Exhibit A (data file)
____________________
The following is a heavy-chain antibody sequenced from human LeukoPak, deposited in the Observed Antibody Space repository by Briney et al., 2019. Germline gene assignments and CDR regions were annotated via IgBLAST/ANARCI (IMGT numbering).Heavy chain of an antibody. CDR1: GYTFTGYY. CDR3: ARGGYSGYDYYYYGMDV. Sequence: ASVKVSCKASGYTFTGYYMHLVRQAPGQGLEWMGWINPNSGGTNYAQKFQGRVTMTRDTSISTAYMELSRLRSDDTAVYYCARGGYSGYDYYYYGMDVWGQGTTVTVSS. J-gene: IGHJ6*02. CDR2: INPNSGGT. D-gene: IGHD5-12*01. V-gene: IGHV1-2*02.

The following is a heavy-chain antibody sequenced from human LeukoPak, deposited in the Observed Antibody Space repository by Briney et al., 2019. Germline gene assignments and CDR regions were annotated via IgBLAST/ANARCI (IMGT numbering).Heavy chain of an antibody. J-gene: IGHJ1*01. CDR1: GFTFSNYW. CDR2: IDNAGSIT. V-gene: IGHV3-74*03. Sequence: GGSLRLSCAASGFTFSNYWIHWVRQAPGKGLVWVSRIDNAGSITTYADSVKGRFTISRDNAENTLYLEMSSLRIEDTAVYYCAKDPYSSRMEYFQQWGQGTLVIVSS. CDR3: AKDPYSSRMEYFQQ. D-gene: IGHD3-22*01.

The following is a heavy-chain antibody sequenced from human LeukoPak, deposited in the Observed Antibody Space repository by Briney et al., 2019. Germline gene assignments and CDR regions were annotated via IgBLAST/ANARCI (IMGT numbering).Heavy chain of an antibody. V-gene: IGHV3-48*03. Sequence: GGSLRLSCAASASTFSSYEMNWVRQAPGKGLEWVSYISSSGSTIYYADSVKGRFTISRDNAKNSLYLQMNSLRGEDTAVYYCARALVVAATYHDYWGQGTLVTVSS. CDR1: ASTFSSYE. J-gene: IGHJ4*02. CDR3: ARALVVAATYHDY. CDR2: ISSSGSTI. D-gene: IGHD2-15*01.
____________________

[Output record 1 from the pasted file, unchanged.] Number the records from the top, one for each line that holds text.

The following is a heavy-chain antibody sequenced from human LeukoPak, deposited in the Observed Antibody Space repository by Briney et al., 2019. Germline gene assignments and CDR regions were annotated via IgBLAST/ANARCI (IMGT numbering).Heavy chain of an antibody. CDR1: GYTFTGYY. CDR3: ARGGYSGYDYYYYGMDV. Sequence: ASVKVSCKASGYTFTGYYMHLVRQAPGQGLEWMGWINPNSGGTNYAQKFQGRVTMTRDTSISTAYMELSRLRSDDTAVYYCARGGYSGYDYYYYGMDVWGQGTTVTVSS. J-gene: IGHJ6*02. CDR2: INPNSGGT. D-gene: IGHD5-12*01. V-gene: IGHV1-2*02.